By Megan Stevenson
President Obama granted clemency to 325 prisoners last month, bringing his total commutations to 673, more than the previous 10 presidents combined. But as the president draws attention to the problem of mass incarceration through his executive actions, focusing on those at the tail-end of long sentences only addresses part of the problem.
One of the biggest challenges to reducing mass incarceration in the United States is how we handle the 400,000 people nationwide - more than 4,000 in Philadelphia - who are incarcerated pretrial on any given day.
These detainees, not convicted of any crime, are typically held in custody because they are unable to afford bail. These include significant numbers of people charged with low-level, nonviolent offenses.
The Quattrone Center for the Fair Administration of Justice at the University of Pennsylvania Law School recently analyzed Philadelphia's pretrial bail processes and found that 25 percent of misdemeanor defendants were detained pretrial. Many of these defendants, charged with offenses like petty drug crimes, shoplifting, and first-time DUIs, are held in jail for more than a month due to an unpaid bail deposit required for release.
How much is this bail deposit that is keeping so many low-risk people detained? Usually around $250. Others are incarcerated because of automatic "detainers": If a defendant is on probation or parole for another charge he can be held without bail on any new offense, no matter how petty.
Bail hearings are held over video, depriving the inmate of face-to-face interaction with the magistrate setting bail. The hearings last a few minutes at most, and, in general, there are no lawyers present. Yet the outcome has a huge ripple effect on the detained person's future - the immediate pretrial period, but also the person's career and life.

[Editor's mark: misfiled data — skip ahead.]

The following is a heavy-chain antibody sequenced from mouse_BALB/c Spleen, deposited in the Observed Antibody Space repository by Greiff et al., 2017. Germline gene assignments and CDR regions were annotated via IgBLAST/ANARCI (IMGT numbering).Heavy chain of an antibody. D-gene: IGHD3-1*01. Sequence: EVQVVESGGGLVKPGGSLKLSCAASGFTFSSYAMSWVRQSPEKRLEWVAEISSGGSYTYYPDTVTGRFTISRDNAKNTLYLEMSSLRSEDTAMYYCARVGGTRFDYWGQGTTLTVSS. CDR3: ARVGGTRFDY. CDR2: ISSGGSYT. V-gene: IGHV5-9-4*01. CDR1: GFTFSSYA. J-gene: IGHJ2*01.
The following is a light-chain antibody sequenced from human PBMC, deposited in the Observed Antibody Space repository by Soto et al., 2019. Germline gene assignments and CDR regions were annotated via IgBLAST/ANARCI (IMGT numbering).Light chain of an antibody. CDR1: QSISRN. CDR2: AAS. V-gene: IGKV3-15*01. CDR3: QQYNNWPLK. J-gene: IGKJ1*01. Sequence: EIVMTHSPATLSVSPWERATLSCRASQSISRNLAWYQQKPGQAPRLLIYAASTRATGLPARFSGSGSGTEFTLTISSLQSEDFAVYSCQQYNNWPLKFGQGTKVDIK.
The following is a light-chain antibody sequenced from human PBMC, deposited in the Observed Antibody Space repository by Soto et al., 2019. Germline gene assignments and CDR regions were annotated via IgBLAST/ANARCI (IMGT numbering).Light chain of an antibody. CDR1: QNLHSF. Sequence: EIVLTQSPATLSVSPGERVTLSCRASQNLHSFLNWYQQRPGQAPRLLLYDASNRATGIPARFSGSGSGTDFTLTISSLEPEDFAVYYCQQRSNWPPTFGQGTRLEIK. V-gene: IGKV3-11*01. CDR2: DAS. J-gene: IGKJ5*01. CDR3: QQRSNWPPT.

In a city where one out of four residents lives below the poverty line, a few days in jail can have dramatic consequences, including the loss of a job, housing, and custody of one's children. Jail can be hugely disruptive even if one is not ultimately convicted of the charge that led to the detention.
Those with experience in the system recognize that pretrial detention distorts the fairness and accuracy of criminal proceedings by creating an overwhelming incentive to plead guilty. Even people who are innocent may plead guilty just to get out of jail. Others may feel pressured to accept a plea that comes with a prison sentence, since it is harder to build a strong defense from behind bars. Until now, though, the empirical evidence of these effects has not been conclusive.
We studied Philadelphia to measure whether those detained pretrial had different case outcomes than those able to make bail, after accounting for differences between the two groups that might also affect outcomes (like the offenses charged and defendants' criminal histories). We also used a "natural experiment," or random source of variation in detention and release rates, to assess the effect of detention separately from other variables.
What we found was striking. Detained defendants are 13 percent more likely to plead guilty than similarly situated defendants who made bail. When looking at misdemeanor defendants alone the effects are even more dramatic: Those detained on a misdemeanor charge are 40 percent more likely to plead guilty. In addition to pleading guilty, detainees are charged higher court fees and receive longer prison sentences.
Moreover, African Americans and defendants from low-income neighborhoods are more likely to be detained than those from wealthy neighborhoods, even if they are charged with the same crime and have the same criminal history. This is due at least in part to a money bail system in which the poor stay in jail and the rich go free.
With help from a grant from the MacArthur Foundation, the criminal justice agencies in Philadelphia have begun some reforms of its pretrial system. They are planning to offer legal counsel to defendants at bail hearings, to increase pretrial diversion, and provide alternative release options such as electronic monitoring. They also intend to move away from the use of cash bail.
While these are important changes, we should go much further. We should eliminate cash bail for misdemeanor defendants. Cash bail for felony defendants should be used with caution so as to minimize the likelihood of releasing high-risk defendants who happen to be wealthy, or detaining low-risk defendants who can't afford bail.
These changes would make our system more just by reducing false guilty pleas, reducing race and wealth disparities in incarceration, and saving taxpayer dollars.